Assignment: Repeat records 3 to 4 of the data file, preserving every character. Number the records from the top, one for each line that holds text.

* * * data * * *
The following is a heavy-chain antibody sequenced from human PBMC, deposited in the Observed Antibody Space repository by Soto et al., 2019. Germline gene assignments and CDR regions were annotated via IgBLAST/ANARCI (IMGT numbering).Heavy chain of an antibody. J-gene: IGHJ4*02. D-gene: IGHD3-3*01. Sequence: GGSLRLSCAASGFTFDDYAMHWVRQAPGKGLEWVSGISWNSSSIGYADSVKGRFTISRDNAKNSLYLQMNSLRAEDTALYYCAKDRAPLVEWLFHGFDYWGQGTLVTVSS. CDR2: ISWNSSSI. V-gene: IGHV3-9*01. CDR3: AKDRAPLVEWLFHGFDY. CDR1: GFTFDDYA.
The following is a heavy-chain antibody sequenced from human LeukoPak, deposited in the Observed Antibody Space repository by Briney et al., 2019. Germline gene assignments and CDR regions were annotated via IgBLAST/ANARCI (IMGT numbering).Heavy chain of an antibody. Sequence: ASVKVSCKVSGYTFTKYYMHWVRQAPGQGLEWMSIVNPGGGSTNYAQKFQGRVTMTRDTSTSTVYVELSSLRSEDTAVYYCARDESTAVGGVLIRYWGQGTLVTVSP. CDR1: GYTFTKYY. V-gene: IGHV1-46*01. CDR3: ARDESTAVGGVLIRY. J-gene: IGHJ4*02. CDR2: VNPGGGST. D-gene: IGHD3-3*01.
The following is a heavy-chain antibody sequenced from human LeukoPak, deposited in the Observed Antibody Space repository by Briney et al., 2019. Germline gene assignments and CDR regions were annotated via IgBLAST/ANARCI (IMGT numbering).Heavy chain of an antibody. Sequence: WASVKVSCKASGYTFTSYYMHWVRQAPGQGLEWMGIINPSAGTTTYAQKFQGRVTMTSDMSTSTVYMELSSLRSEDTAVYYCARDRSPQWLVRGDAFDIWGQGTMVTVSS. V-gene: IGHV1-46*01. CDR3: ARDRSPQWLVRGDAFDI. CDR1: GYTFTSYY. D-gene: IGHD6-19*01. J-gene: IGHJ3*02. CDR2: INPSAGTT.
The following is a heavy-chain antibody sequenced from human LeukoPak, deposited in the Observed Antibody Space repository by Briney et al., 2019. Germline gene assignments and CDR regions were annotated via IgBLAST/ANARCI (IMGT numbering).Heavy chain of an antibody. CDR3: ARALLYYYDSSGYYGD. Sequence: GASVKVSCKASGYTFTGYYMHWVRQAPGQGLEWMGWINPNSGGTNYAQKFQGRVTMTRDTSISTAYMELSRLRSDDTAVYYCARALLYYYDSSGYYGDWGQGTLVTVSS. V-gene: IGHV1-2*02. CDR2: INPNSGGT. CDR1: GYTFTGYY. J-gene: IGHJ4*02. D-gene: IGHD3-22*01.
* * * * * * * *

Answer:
The following is a heavy-chain antibody sequenced from human LeukoPak, deposited in the Observed Antibody Space repository by Briney et al., 2019. Germline gene assignments and CDR regions were annotated via IgBLAST/ANARCI (IMGT numbering).Heavy chain of an antibody. Sequence: WASVKVSCKASGYTFTSYYMHWVRQAPGQGLEWMGIINPSAGTTTYAQKFQGRVTMTSDMSTSTVYMELSSLRSEDTAVYYCARDRSPQWLVRGDAFDIWGQGTMVTVSS. V-gene: IGHV1-46*01. CDR3: ARDRSPQWLVRGDAFDI. CDR1: GYTFTSYY. D-gene: IGHD6-19*01. J-gene: IGHJ3*02. CDR2: INPSAGTT.
The following is a heavy-chain antibody sequenced from human LeukoPak, deposited in the Observed Antibody Space repository by Briney et al., 2019. Germline gene assignments and CDR regions were annotated via IgBLAST/ANARCI (IMGT numbering).Heavy chain of an antibody. CDR3: ARALLYYYDSSGYYGD. Sequence: GASVKVSCKASGYTFTGYYMHWVRQAPGQGLEWMGWINPNSGGTNYAQKFQGRVTMTRDTSISTAYMELSRLRSDDTAVYYCARALLYYYDSSGYYGDWGQGTLVTVSS. V-gene: IGHV1-2*02. CDR2: INPNSGGT. CDR1: GYTFTGYY. J-gene: IGHJ4*02. D-gene: IGHD3-22*01.